What about Other Types of Seeds?
We chose flax seeds, chia seeds, and hemp seeds for this article as they are some of the healthiest seeds that you can buy. But that’s a pretty subjective statement and most seeds are good for you. In fact, if you’re looking for specific benefits or nutrients, these three might not even be the best options.
Here are a few other healthy seeds to consider adding to your diet:
- Sesame Seeds: More protein than fiber, lots of copper, and high lignan content. They’re also delicious and nutty.
- Pumpkin Seeds: A tasty snack that contains 7g of protein for a 1-ounce serving. Pumpkin seeds are also high in magnesium, phosphorus, and manganese, as well as omega 6.
- Sunflower Seeds: These seeds are high in vitamin E and contain about 6 grams of protein per 1-ounce serving.
- Poppy Seeds: A great option for budding bakers, poppy seeds contain a high concentration of manganese, as well as over 5g of both protein and fiber per ounce. Just stay clear if you are regularly drug tested as they can trigger false positives for opioids.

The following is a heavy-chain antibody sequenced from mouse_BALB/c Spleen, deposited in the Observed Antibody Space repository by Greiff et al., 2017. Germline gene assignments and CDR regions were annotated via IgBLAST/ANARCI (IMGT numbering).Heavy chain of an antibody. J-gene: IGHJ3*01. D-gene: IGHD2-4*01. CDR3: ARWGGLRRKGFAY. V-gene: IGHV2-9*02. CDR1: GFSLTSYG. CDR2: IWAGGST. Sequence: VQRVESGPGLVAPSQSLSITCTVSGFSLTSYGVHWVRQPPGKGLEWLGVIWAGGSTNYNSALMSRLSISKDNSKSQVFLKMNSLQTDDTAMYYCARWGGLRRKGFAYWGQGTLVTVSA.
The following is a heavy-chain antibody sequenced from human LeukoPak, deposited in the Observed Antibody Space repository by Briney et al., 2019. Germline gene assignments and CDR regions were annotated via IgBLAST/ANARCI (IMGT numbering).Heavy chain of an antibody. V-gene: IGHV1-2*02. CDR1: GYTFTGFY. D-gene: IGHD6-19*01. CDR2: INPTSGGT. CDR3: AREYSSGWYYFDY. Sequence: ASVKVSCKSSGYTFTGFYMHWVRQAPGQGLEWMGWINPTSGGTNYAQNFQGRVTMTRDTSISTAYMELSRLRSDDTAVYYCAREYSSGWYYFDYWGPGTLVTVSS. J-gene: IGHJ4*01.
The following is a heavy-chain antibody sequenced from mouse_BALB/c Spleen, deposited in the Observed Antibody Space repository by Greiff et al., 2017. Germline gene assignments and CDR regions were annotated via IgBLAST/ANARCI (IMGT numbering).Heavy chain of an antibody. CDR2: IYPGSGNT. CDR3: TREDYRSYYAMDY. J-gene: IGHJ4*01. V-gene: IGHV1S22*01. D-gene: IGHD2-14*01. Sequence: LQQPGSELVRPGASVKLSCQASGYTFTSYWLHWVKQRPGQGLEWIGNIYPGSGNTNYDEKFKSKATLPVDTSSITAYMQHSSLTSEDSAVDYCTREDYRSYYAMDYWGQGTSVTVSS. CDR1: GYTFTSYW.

Summary: Flaxseed vs Chia Seed vs Hemp Seed
All the seeds discussed in this article are healthy, nutritious, and easy to add to your diet. Obviously, we have a preference for flaxseed—that’s why we used it in our gummy and it’s why we have written about it so much (including this guide to the benefits of flaxseed). However, most Americans can benefit from eating more seeds in general.
Seeds are a fantastic source of healthy fats and include a good balance of protein and fiber, as well as lots of antioxidants and minerals. Adding a spoonful of seeds to your daily diet could support digestive health and heart health while helping you to maintain a healthy weight.
They’re also cheap, delicious, and versatile. So, the next time you’re at the grocery store, be sure to check out their selection of seeds.